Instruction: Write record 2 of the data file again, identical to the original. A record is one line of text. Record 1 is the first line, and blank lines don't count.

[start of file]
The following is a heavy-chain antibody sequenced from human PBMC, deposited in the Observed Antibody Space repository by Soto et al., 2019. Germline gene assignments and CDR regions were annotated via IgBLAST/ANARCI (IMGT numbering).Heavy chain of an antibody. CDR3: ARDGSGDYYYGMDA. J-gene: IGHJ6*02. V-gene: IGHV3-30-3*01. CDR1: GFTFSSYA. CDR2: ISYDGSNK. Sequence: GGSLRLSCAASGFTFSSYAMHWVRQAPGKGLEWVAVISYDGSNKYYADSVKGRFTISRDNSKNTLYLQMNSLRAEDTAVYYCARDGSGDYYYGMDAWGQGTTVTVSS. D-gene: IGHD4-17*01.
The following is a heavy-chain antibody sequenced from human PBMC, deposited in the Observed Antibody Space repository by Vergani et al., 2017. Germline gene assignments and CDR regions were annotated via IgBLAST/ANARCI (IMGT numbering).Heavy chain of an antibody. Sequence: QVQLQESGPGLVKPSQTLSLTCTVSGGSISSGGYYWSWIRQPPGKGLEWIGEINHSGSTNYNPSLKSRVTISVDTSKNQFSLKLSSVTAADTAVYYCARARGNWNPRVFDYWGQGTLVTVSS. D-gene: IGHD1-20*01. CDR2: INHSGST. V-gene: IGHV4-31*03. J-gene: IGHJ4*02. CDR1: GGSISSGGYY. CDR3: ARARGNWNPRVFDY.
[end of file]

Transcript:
The following is a heavy-chain antibody sequenced from human PBMC, deposited in the Observed Antibody Space repository by Vergani et al., 2017. Germline gene assignments and CDR regions were annotated via IgBLAST/ANARCI (IMGT numbering).Heavy chain of an antibody. Sequence: QVQLQESGPGLVKPSQTLSLTCTVSGGSISSGGYYWSWIRQPPGKGLEWIGEINHSGSTNYNPSLKSRVTISVDTSKNQFSLKLSSVTAADTAVYYCARARGNWNPRVFDYWGQGTLVTVSS. D-gene: IGHD1-20*01. CDR2: INHSGST. V-gene: IGHV4-31*03. J-gene: IGHJ4*02. CDR1: GGSISSGGYY. CDR3: ARARGNWNPRVFDY.